"There are few prettier towns in the whole of Yorkshire than gorgeous old Beverley. And there are few more elegant buildings in Beverley than the splendid Georgian courthouse, described by that doyenne of writers on architecture, Nicolas Pevsner, as “most handsome”, with the scales of justice atop an imposing ionic portico. Nowadays the courthouse no longer dispenses justice, but no-one is complaining. For it houses the Westwood, the best restaurant in the Hull area by some distance, and arguably one of Yorkshire’s finest non-Michelin star establishments. The Westwood, which opened eight years ago, is run by the charismatic Barker twins, Matthew and Michele. Matthew is an exceptional chef, confident, eclectic and adventurous, while Michele is personable, attentive and very calm under pressure, of which there is a good deal every night. For the Westwood is very popular indeed. We ate there on a Thursday night in the spacious restaurant and there wasn’t a spare seat in the house. Matthew and Michele's career paths and individual journeys before opening the Westwood took them around the world, with influences from as far away as Sydney, London and New York, and with mentors such as Sir Richard Branson, Jean-George Vongerichten and Alain Ducasse to name, they were perfectly equipped to run a serious restaurant. The starters are a clear statement of intent, setting the highest of the standards from the outset. They included hand-dived Orkney curried king scallops, with a cauliflower puree and raisin vinaigrette (£10.95); Bridlington white crab with dill pickled cucumber, avocado, grapefruit, white radish and rye bread (£8.95); Aromatic crispy duck salad, pomegranate, cashews, coriander, white radish, chilli and sesame soy dressing (£8.50); and Cured ham, pork and pistachio terrine, house pickled vegetables, grain mustard & toasted sourdough (£7.50). Throw in a steak or tuna tartare and new season Wye valley asparagus and it was almost impossible to choose. My wife Claire and I, fortified by a large glass of house white and an agreeably spicy tomato juice, eventually selected the duck salad (Claire) and the scallops (me). The duck salad was a perfect blend of complementary flavours and textures, whilst my scallops were the essence of classic simplicity, beautifully fresh and tender and enhanced by the delicate curried sauce. Full marks to Matthew, who was leading his busy kitchen in majestic style. The main courses were equally impressive. Space prevents me from listing all the lovely dishes, but I must mention the pan-roasted chump of spring Yorkshire lamb, broad bean, pea and mint risotto, crumbled Yorkshire fettle and lamb jus (£21.95); pan-roasted Leven duck breast, cardamom honey and thyme poached Italian apricots, haricot beans, sautéed potatoes & thyme jus (£19.95); wild Skipsea sea bass cooked ‘a la plancha’, with sautéed potatoes, chicory, orange and radish salad and pomegranate molasses vinaigrette (£19.95); grilled Bridlington lobster, in wild garlic and hazelnut butter, with watercress and crinkle cut chips (£28.95); wild line caught halibut cooked ‘a la plancha’, with honey and port braised red cabbage and roasted hazelnut yoghurt dressing (£22.50); and line caught wild halibut, peanut crumb, sautéed bok choy & shitake mushrooms, caramel sauce, spring onion, chilli & coriander (£22.50). Claire’s lobster, bursting with flavour, was the finest she had ever tasted, while my superb halibut, new to the menu, showcased Matthew’s talent and his passion for Asian-influenced cuisine. The best, however, was saved until last. My hot marathon chocolate fondant, with peanut butter and honeycomb ice cream (£7.95), was dripping with naughtiness and conceived and executed in heaven. Claire’s double dark and milk chocolate tart, accompanied perfectly by coconut ice cream (£7.95), was equally stung – the perfect finale to a perfect meal. Beverley was recently named as the best place to live in the UK in an "Affordable Affluence" study by the Royal Bank of Scotland – and it has the restaurant to go with this accolade. The Westwood, named after those lush pastures on the western outskirts of this historic town, effortlessly combines quality and informality to create an unforgettable dining experience in an elegant setting. What more can anyone ask for?"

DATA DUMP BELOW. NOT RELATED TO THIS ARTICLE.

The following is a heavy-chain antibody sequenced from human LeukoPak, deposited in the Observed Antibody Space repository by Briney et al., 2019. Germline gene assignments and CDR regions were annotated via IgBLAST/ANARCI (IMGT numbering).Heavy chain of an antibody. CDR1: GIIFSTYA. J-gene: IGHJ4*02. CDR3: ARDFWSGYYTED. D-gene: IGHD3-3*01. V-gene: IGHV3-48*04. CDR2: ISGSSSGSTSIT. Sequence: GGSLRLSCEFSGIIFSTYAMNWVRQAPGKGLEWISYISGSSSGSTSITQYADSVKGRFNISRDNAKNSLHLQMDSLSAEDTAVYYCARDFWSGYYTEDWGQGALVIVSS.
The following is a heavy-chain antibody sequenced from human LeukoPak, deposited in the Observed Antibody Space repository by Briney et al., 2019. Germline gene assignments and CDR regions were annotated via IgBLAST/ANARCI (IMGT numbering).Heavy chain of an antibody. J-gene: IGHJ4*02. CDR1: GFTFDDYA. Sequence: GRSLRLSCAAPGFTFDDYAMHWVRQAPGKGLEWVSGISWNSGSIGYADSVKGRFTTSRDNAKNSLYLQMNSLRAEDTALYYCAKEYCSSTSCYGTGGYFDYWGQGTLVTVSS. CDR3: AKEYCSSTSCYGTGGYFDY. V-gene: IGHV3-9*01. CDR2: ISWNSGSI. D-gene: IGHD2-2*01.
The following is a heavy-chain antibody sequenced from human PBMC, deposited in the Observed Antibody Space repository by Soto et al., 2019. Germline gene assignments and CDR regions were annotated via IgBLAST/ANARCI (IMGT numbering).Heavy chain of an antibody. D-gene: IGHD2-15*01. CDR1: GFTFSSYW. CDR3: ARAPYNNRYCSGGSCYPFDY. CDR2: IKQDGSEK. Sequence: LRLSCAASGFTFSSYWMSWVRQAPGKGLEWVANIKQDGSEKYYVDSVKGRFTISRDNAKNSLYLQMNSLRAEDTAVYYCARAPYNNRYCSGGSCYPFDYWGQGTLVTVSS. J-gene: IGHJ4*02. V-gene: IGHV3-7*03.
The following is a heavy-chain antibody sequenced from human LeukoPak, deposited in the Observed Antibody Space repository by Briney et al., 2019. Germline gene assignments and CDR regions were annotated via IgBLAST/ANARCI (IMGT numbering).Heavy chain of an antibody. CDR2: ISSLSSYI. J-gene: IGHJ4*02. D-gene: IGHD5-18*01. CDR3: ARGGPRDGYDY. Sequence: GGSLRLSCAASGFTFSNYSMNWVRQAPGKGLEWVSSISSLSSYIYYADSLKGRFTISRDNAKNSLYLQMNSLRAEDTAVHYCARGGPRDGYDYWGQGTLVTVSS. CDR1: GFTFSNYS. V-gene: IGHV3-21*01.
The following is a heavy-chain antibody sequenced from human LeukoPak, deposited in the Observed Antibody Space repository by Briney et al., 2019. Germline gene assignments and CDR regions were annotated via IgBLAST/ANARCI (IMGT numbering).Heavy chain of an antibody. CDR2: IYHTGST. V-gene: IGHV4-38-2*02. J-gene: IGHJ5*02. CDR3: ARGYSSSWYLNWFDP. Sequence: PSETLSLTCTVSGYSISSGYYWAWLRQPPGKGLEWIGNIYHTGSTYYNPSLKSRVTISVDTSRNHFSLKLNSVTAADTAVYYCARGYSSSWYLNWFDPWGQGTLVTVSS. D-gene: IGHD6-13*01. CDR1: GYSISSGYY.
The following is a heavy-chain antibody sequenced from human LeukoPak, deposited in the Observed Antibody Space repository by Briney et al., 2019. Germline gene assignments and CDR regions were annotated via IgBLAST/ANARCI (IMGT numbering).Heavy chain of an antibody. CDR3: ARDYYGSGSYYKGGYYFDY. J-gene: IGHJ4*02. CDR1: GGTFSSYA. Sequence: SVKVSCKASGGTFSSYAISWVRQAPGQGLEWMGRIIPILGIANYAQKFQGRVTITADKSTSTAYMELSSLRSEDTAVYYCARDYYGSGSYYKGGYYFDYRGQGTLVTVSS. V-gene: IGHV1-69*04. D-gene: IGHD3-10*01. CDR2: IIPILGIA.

"too crowded with the tables too close together....spoilt the atmosphere"